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U.S. Bank Settles over Alleged Lending Discrimination

numberone-moneyU.S. Bank has reached a settlement with a housing regulator over allegations the bank discriminated against a Native American couple in denying them a refinance.

In a complaint filed with HUD, the couple alleged U.S. Bank and its appraiser, Red Sky Risk Services, turned down their refinance application last year, informing them that the bank couldn't make the loan because their property was located on a reservation and could not be appraised.

Located on the Turtle Mountain Indian Reservation in North Dakota, the property is considered to be held in "fee simple," according to HUD, meaning the couple holds the title without restriction.

In denying their loan on that basis, the couple alleged U.S. Bank violated the Fair Housing Act, which prohibits lenders from making lending decisions or terms based on race, color, national origin, sex, religion, family status, or disability.

"A person's race and national origin have no effect on their credit worthiness," said Gustavo Velasquez, HUD's assistant secretary for fair housing and equal opportunity. "HUD will continue to work to give all families an equal opportunity at homeownership by ensuring that lenders meet their obligation to comply with the Fair Housing Act."

Under the settlement's terms, U.S. Bank agreed to pay the couple's U.S. Bank credit card balance, amounting to nearly $11,500. The bank also agreed to approve their refinance application at the same interest rate and terms under which they originally applied in May 2013.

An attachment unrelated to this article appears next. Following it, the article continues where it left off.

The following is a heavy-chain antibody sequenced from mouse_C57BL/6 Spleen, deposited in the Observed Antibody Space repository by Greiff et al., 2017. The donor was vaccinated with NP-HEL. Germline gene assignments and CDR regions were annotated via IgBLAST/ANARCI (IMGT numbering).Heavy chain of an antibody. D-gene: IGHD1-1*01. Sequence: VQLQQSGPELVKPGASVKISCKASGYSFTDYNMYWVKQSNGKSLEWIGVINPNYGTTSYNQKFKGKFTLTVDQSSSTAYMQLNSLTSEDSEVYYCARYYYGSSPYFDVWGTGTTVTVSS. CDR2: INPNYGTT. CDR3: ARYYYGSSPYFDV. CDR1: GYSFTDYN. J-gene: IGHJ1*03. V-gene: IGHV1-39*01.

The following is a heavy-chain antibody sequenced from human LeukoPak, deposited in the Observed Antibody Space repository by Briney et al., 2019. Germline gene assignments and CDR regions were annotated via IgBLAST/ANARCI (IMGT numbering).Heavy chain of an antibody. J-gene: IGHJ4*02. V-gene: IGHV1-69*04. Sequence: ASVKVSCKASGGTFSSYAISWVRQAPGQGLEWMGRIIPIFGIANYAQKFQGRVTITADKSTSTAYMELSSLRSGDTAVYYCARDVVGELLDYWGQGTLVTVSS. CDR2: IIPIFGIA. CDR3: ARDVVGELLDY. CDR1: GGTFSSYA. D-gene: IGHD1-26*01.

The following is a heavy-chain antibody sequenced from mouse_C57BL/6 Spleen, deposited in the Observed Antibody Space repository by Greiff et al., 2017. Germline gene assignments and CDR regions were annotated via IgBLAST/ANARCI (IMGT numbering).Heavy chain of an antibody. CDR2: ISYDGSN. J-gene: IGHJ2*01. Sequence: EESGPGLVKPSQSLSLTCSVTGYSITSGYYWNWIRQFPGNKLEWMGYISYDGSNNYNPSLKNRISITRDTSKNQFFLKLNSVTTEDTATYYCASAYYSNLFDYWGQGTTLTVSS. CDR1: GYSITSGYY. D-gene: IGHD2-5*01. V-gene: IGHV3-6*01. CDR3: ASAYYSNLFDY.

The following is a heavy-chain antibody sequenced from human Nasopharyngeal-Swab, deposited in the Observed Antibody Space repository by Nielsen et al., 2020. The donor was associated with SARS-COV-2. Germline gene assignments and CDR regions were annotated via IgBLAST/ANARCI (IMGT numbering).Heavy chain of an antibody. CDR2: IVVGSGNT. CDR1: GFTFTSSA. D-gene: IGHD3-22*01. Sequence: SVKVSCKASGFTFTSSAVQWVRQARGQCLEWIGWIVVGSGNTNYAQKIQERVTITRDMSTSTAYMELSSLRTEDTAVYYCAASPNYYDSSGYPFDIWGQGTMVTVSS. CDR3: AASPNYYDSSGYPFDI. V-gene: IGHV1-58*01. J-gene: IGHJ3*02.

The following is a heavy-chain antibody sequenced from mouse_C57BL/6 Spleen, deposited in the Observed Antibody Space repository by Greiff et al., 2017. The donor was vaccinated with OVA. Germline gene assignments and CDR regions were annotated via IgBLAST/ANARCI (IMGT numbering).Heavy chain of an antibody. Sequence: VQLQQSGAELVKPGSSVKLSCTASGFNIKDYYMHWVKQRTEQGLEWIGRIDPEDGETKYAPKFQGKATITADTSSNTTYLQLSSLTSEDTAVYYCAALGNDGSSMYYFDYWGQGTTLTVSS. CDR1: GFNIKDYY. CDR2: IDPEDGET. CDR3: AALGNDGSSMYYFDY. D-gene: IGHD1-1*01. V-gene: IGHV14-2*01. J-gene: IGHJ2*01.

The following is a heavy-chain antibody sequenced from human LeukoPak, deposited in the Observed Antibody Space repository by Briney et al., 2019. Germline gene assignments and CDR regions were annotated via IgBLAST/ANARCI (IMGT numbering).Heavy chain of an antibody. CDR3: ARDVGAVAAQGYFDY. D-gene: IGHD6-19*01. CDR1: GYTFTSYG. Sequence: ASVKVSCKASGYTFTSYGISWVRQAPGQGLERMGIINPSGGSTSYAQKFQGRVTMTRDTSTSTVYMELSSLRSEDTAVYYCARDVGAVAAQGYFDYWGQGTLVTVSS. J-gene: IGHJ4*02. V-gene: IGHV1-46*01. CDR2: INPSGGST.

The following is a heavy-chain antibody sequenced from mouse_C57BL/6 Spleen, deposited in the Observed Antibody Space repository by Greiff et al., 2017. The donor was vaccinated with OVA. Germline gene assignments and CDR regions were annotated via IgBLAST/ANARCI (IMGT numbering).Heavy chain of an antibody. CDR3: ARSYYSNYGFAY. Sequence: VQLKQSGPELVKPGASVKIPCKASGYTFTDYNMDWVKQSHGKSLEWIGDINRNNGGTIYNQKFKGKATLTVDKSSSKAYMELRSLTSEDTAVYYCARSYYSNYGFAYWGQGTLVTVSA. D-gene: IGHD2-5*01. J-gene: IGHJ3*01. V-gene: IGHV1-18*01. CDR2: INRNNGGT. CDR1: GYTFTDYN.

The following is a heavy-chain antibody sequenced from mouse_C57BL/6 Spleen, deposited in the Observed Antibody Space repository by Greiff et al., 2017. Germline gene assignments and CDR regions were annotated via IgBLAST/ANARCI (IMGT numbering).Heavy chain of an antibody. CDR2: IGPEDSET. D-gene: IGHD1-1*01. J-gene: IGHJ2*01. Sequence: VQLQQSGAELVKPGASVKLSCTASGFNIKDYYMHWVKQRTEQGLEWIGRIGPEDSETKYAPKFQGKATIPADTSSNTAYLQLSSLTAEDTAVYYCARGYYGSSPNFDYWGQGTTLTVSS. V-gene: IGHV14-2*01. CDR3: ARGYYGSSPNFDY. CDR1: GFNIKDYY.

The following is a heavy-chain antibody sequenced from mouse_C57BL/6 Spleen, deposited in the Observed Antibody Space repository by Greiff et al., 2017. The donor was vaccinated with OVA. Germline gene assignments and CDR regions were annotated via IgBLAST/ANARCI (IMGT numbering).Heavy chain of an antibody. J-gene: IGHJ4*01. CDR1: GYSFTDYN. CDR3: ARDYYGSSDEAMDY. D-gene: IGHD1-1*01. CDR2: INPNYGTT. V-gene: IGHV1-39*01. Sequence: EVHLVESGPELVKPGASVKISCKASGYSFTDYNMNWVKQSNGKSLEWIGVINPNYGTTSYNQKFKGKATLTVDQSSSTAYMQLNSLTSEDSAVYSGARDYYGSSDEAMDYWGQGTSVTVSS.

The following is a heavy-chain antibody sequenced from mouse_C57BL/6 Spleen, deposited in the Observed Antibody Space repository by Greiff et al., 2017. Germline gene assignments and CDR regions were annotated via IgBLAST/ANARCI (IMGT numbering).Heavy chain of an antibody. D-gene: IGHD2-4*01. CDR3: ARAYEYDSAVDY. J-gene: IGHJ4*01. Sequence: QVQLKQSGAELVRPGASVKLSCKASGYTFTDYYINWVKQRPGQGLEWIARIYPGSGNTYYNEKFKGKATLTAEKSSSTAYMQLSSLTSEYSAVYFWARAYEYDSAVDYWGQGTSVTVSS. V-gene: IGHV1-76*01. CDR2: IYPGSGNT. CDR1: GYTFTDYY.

In addition, both U.S. Bank and Red Sky Risk Services agreed to change their policies and train their employees regarding mortgage loans on land located within Native American reservations in order to be consistent with the Fair Housing Act.

In the agreement, U.S. Bank and Red Sky denied intentionally discriminating against the complainants and did not make any admission of violating the Fair Housing Act.

About Author: Tory Barringer

Tory Barringer began his journalism career in early 2011, working as a writer for the University of Texas at Arlington's student newspaper before joining the DS News team in 2012. In addition to contributing to DSNews.com, he is also the online editor for DS News' sister publication, MReport, which focuses on mortgage banking news.
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